The Freak Show Film Festival (at Spooky Empire Weekend in Orlando) offered eleven feature films and eighteen shorts, and because I am no mere mortal I made it through all of the shorts and nine of the features. There have been more awesome feats in the history of human accomplishments, I assume, but still, I feel that some worship is in order.
I skipped Ratline in favor of an actual meal, and though Eaters was perfectly fine in its first 15 minutes my mighty endurance failed me and I left. But I saw everything else. I’m not gonna comment on everything, but here are some thoughts…
The Dead Inside: Best of the festival. (And the one I most wanted to see, based on the trailer.) A horror/comedy musical, though the film becomes less comedic as it goes on. Great songs, great performances…just a wonderfully demented little movie.
The Moleman of Belmont Avenue: A very, very funny movie. No depth or scares, and it’s certainly not a well-told story like, say, Shaun of the Dead or Tucker & Dale Vs. Evil, but it’s filled with laugh-out-loud humor from beginning to end and immensely entertaining.
Absentia: An extremely well-acted, well-written, and creepy film…though while I don’t need a movie to explain ALL of its mysteries, the central questions are so intriguing that it was pretty disappointing to not get any real answers. But it’s way more intelligent than your usual horror flick, and the characters and their actions ring true.
The Last Light: As I mentioned in my previous post, George Clarke’s previous two films have been highlights of the Freak Show Film Festival, and once again he provides a very effective film on an almost non-existent budget (this time $300, twice the cost of Battle of the Bone). (Not $300K. $300.) There’s not much to the movie besides the main character walking through a dark mansion, but it’s loaded with Asian-horror-style scares. Somebody needs to give this guy an actual budget!
Beware: A fun slasher flick that takes a bit too long to kick into high gear, but more than delivers once it does, and the acting and story are quite a bit better than what you’d typically get in this kind of movie. (Trivia from the post-film Q&A: The filmmakers got financing for a spanish-language movie, so almost all of the actors were bilingual and shot both english and spanish versions of each scene.)
The Millennium Bug: The “inbred hillbilly” sub-genre meets the “giant creature” sub-genre in a very fun, well-paced, splattery movie. Absolutely no CGI, which is nice, though while the creature is nicely done, most of the sets look pretty fake. Discovering that none of the movie was shot in actual wilderness was not a big surprise.
Skew: I spent the whole movie thinking “This can redeem itself! This can redeem itself!” But…no. I always enjoy these “found footage” movies, and this one kept me interested even with the lack of scares (the makeup wouldn’t even pass the standards of your average trick-or-treater) thinking that it might build to a shocking climax. Nope. The final scene feels like it’s setting up something that will make you gasp, but it ends with a “That’s IT?!?” moment.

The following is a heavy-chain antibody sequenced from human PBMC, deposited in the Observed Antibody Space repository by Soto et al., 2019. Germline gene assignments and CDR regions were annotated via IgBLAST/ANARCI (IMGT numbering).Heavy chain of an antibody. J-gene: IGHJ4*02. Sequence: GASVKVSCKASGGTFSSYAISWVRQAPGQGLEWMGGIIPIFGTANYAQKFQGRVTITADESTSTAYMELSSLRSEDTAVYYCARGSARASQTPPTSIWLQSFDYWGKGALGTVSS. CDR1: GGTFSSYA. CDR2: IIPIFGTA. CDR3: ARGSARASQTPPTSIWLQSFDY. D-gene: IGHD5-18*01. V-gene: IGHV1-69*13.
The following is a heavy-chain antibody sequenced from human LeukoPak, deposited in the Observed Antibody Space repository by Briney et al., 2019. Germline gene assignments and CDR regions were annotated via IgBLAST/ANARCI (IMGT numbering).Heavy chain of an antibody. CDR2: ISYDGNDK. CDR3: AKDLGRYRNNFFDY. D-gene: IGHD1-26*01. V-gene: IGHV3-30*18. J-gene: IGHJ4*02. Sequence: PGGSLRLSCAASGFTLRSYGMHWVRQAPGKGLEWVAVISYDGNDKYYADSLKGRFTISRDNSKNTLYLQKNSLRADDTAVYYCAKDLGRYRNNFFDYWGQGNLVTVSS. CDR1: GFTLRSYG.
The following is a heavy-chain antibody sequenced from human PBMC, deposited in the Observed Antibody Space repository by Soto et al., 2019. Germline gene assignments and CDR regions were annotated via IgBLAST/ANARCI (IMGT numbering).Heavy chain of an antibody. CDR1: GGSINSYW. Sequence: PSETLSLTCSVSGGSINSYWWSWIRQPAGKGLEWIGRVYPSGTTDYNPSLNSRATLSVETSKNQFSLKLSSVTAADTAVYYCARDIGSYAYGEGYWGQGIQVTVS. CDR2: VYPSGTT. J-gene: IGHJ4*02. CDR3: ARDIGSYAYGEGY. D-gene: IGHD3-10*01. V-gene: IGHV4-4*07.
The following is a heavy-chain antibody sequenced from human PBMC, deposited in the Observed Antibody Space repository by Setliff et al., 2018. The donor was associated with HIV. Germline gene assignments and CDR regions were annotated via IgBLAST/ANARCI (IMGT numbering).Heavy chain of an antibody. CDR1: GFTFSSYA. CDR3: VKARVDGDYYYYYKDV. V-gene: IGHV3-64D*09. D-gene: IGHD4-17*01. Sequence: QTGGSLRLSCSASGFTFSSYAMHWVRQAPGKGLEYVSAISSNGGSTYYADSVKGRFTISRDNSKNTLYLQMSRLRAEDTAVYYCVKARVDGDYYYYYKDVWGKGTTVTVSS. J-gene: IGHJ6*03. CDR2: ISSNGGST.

He Dies At The End: A man takes an online quiz about when he’s going to die. It’s funny but nerve-wracking, and ends with a jump scare so big that it took the audience a couple of minutes to settle down.
Endless: A great, great short film. There’s no dialogue and it’s done entirely in super-slow motion. It’s basically one scene that covers less than a minute of real time, and throws in a new twist about every fifteen seconds of movie time. Though it’s marred by cheesy F/X in the final shot, it’s definitely one of my favorite shorts of the festival.
Roid Rage: Disgusting and juvenile to the extreme, but undeniably funny. The “roid” mentioned in the title is not a steroid.
Play Dead: Dogs vs. Zombies! It’s a very silly short, and yet it’s got enough disturbing material (not all of the dogs survive!) to give it a bit of extra weight. Mostly a series of vignettes–I’m not sure it can sustain a feature film, but I’d like to see this one as a longer piece with a fleshed-out story.
Bull Lake: Such a pointless gorefest that there exists the possibility that it was meant to be a satire of pointless gorefests. I dunno.
The Headless Lover: A film from Denmark that’s a very blatant homage to the “Father’s Day” episode of Creepshow. (It counts as an homage instead of a rip-off because the filmmaker started off his Q&A with “I love playing this in America, because you know Creepshow!”) Extremely entertaining.
Hungry Hickory: From Damian McCarthy, the same guy who did “He Dies At The End,” and who seems to be a master of intense but fun scares…the filmmaking equivalent of somebody who’s really, really good at campfire stories.
An observation: Quite a few audience members at the Freak Show Film Festival seem to think it’s okay to take a cell phone call during the movie. In an environment where there’s lots of other stuff going on and people continually wander in and out of the movies, it’s to be expected that more cell phones will ring than usual, but if you actually answer it and sit there and have a conversation during the movie, you’re still a jerk. Knock that crap off.
Overall, a great set of movies and a great time. Kudos to Robert Massetti of Fear Film for putting this together.